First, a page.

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Monday, September 12, 2016


U.S.S. Arlington
GUEST BLOG / By United States Navy Office of Community Outreach—Yesterday, the nation observed the 15th anniversary of the terrorist attacks of Sept. 11, 2001.  Among those celebrating were Petty Officer 2nd Class Devin Turner, a 2004 Monte Vista High School graduate and San Diego native, who is serving in the U.S. Navy aboard one of three ships named in honor of the victims and heroes of the 9/11 terrorist attacks.

San Diegan Devin Turner
Petty Officer 2nd Class Devin Turner is an operations specialist aboard USS Arlington, named for the county of Arlington, Virginia, to honor the first responders and the 184 victims who died when American Airlines Flight 77 crashed into the Pentagon.

An operations specialist is responsible for providing the tactical picture for both surface and air ensuring the ship's navigational safety and defense.

USS Arlington, one of the Navy’s newest and most advanced amphibious ships, is designed to deliver Marines and their equipment where they are needed to support a variety of missions ranging from amphibious assaults to humanitarian relief efforts, Navy officials said.  Homeported in Norfolk, Virginia, USS Arlington is longer than two football fields at 684 feet, is 105 feet wide and weighs more than 24,000 tons.  It has four diesel engines that can push the ship through the water in excess of 26 mph.

Serving in the Navy and aboard Arlington, Turner is constantly learning how to be the best leader, sailor and person possible by handling numerous responsibilities, meeting deadlines, and forging lasting professional relationships.

“For me the most interesting part about this role is working to keeping everybody safe and making sure we get home safe,” said Turner. “I play a pretty big role in that.”

Arlington has a museum onboard that displays steel taken from the wreckage at the Pentagon after the 9/11 attacks. Its motto of “Strength, Honor, Fortitude” embodies the strength and determination of the people of the United States: to recover, rally, and take the fight to the enemy and honor the memory of those who were affected by the attacks. According to Navy officials, USS Arlington forges an enduring alliance between the people of Arlington, Virginia, America, the Pentagon, the ship, and the crew.

“I enjoy learning the amphibious side of the Navy from the operations to the LCACs,” said Turner.  “You learn to deal with the people attached from the air side and amphibious side. You have a wide variety of operations and evolutions on this ship.” 

Sailors’ jobs are highly varied aboard Arlington. More than 400 men and women make up the ship's crew, which keeps all parts of the ship running smoothly, from washing dishes and preparing meals to handling weaponry and maintaining the engines. An additional 700 Marines can be embarked. Arlington is capable of transporting the Marines and landing them where they are needed via helicopters, vertical takeoff and landing aircraft and landing craft.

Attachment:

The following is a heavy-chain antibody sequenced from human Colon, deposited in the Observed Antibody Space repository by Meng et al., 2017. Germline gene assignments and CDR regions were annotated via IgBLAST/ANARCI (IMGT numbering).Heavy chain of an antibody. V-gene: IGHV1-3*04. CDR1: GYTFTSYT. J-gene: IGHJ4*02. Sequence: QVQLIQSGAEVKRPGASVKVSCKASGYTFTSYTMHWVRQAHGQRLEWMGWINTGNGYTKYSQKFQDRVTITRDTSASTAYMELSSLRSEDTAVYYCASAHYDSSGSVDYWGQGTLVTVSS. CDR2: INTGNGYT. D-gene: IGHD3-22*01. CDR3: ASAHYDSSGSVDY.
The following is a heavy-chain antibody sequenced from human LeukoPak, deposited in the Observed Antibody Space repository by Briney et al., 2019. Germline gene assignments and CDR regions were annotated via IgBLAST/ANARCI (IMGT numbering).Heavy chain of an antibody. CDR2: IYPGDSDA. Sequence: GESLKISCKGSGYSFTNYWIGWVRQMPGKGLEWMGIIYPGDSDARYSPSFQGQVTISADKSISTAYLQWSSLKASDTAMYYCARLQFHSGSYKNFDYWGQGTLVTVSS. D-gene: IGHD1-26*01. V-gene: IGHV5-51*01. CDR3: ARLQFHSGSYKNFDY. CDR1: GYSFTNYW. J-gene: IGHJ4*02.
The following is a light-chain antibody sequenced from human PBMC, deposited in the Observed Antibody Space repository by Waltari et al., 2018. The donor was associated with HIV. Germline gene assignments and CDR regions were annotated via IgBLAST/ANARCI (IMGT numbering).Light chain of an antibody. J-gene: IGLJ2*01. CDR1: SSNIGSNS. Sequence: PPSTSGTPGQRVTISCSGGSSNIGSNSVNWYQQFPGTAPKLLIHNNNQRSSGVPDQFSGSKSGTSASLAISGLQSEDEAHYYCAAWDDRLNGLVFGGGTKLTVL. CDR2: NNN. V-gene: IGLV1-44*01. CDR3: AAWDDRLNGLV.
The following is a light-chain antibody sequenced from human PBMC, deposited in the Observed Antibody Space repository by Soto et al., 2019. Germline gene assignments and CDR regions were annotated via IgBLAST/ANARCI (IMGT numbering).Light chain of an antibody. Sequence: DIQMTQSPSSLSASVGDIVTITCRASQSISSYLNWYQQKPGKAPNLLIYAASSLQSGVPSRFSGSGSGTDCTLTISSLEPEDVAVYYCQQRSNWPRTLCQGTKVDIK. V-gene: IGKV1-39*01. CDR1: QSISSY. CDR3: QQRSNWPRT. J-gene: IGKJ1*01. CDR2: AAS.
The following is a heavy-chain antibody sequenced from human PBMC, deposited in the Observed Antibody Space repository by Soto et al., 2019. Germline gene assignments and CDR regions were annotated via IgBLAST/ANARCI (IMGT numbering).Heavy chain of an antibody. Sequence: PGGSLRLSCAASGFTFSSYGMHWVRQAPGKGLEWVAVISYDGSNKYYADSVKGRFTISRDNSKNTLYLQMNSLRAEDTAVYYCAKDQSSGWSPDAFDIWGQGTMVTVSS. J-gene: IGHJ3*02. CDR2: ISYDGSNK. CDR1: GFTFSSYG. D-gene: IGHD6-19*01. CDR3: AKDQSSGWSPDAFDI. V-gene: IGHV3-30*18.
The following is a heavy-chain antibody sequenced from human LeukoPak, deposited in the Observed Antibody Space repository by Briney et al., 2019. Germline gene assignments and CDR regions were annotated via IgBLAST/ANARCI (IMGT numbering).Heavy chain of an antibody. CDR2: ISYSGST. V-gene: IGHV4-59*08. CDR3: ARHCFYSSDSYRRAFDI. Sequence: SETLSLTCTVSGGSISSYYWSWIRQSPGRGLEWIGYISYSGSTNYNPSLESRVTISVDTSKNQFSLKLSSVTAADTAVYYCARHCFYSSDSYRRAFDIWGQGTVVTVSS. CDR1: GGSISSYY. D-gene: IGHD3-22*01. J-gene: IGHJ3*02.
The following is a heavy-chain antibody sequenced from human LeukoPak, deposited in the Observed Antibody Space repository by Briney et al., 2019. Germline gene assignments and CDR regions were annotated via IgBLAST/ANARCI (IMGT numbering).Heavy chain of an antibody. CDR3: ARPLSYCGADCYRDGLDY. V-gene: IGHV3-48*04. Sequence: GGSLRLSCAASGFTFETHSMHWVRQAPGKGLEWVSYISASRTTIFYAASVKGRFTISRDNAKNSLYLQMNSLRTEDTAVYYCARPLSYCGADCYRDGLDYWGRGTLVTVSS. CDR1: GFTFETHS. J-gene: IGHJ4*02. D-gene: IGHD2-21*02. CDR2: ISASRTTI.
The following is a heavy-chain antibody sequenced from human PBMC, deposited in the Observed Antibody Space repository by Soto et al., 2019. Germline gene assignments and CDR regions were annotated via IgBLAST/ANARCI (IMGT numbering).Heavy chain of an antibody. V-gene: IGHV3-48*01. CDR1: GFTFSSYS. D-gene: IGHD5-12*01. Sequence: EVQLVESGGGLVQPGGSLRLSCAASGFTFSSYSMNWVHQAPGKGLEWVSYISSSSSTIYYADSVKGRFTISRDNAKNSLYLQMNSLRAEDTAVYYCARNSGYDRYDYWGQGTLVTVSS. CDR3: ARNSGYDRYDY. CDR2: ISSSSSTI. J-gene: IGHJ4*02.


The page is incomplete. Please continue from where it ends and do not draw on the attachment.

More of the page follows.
“Arlington just completed a deployment that has been both personally and professionally rewarding for all of the sailors and Marines aboard the ship,” said Capt. Sean Bailey, commanding officer of USS Arlington.  “Despite the challenges of being deployed far from home for seven months, the level of dedication and commitment to professional execution of our mission never wavered. Arlington’s Maiden Deployment marks the opening chapter in what I’m positive will be a long and outstanding legacy of naval excellence.”

USS Arlington is one of nine San Antonio-class ships, which will replace more than 41 ships providing the Navy and Marine Corps with modern sea-based platforms. The ship is an Amphibious Transport Dock, and according to the Navy, it is designed to embark, transport, and land elements of a landing force for a variety of expeditionary warfare missions. These ships support amphibious assaults, special operations or expeditionary warfare missions and can serve as secondary aviation platforms for amphibious ready groups. Because of their capabilities, these ships have been and will continue to be called upon to support humanitarian and other contingency missions on short notice as well.

“Serving in the Navy means that not only am I keeping my family safe, but all my loved ones,” said Turner. “I’m proud of the fact that at the end of the day we are making sure that nothing happens to, not just the U.S., but my family. We are paving the way for my kids and friends' kids to grow up safe.”

U.S. Navy sailors aboard the amphibious transport dock ship USS Arlington (LPD-24) recover an Orion stationary recovery test at Naval Station Norfolk, Virginia (USA). NASA is partnering with the U.S. Navy to develop procedures to recover the Orion capsule and crew after splashdown.
United States Navy Photographs

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